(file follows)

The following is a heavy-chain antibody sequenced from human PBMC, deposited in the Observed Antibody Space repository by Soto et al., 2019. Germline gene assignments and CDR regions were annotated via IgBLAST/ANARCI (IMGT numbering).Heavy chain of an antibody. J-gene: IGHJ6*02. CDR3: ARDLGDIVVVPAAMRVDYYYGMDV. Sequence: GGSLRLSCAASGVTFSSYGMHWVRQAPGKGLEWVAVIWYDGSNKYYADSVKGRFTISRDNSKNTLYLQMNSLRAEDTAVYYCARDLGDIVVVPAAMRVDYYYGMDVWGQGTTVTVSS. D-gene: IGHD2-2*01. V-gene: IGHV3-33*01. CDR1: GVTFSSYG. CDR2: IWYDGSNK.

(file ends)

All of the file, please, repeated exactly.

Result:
The following is a heavy-chain antibody sequenced from human PBMC, deposited in the Observed Antibody Space repository by Soto et al., 2019. Germline gene assignments and CDR regions were annotated via IgBLAST/ANARCI (IMGT numbering).Heavy chain of an antibody. J-gene: IGHJ6*02. CDR3: ARDLGDIVVVPAAMRVDYYYGMDV. Sequence: GGSLRLSCAASGVTFSSYGMHWVRQAPGKGLEWVAVIWYDGSNKYYADSVKGRFTISRDNSKNTLYLQMNSLRAEDTAVYYCARDLGDIVVVPAAMRVDYYYGMDVWGQGTTVTVSS. D-gene: IGHD2-2*01. V-gene: IGHV3-33*01. CDR1: GVTFSSYG. CDR2: IWYDGSNK.